The Njiru abattoir that was set up in the late 1960s by the late Gerishon Kirima has been reduced to a pale shadow by family wrangles and is in danger of being overrun by private developers.
Although the facility used to handle hundreds of cattle a day, now only a handful are slaughtered indicating the toll that years of family infighting has had on the business empire the late politician built.
“Due to family wrangles, business at the facility has deteriorated. For instance, the abattoir used to slaughter 300 cattle per day. However, the number had reduced to three cattle per day,” says a report on the status of abattoirs in Nairobi.
These are cattle brought by individuals who use the facility for a fee.
The family of the former Starehe MP who died in 2010 aged 88 has been embroiled in multiple legal suits over his vast estate which comprised huge tracts of land, real estate holdings and other businesses like the slaughterhouse.
The abattoir, which was one of the first African-owned, propelled Kirima to become a meat tycoon and signalled the beginning of the end for the Kenya Meat Commission (KMC).
The report by the Nairobi County Assembly Committee on Agriculture notes that the conditions of the floor and slaughtering areas have deteriorated and require refurbishment to improve on hygiene.
The wrangles have also left the land on which the abattoir sits open to private developers which may sound its death knell.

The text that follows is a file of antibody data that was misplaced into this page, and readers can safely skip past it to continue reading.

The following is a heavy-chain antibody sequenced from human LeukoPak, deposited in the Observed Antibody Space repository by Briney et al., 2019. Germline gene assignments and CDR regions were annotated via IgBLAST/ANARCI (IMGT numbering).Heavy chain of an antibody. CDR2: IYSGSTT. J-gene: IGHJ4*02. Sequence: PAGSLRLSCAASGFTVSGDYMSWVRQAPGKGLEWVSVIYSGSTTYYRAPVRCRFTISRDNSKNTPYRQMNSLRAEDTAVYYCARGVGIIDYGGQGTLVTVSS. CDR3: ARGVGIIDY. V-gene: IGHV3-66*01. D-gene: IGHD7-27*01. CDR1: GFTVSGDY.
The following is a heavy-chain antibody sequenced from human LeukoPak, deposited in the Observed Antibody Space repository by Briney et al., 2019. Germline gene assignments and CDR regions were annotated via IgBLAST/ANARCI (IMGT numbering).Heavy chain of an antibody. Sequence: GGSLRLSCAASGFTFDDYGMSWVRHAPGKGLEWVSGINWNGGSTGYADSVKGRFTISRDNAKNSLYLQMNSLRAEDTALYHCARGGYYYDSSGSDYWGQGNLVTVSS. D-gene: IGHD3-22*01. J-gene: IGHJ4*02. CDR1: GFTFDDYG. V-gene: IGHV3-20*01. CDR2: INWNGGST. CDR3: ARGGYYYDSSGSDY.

“The abattoir is located on family land on which construction by private developers is being undertaken although the family has moved to court to seek an injunction stopping the ongoing developments,” says the report.
The battle for the land is not new with police previously having been called to evict squatters who claimed to have lived on it for more than 10 years.
The Naridai Muoroto Self Help Group mid-last year claimed that the 500-acre piece was public land.
The land is, however, one of the properties that is expected to be distributed equally among 15 family beneficiaries after the Kirima heirs reached a deal sharing the multi-billion-shilling estate in October last year.
Soon after Independence, a young Kirima set up bars and butcheries across several city estates, and proceeded to acquire thousands of acres of land from white ranchers. This set the stage for his control of Nairobi’s meat value chain.
However, in those post-colonial days, African butchers were not allowed to run abattoirs or sell meat in the city and it was Mr Kirima as the first chairman of the Kenya National Butchers Union who petitioned President Jomo Kenyatta to lift the ban that had given KMC a monopoly.
It was on this successful meat business and real estate that he built his business empire.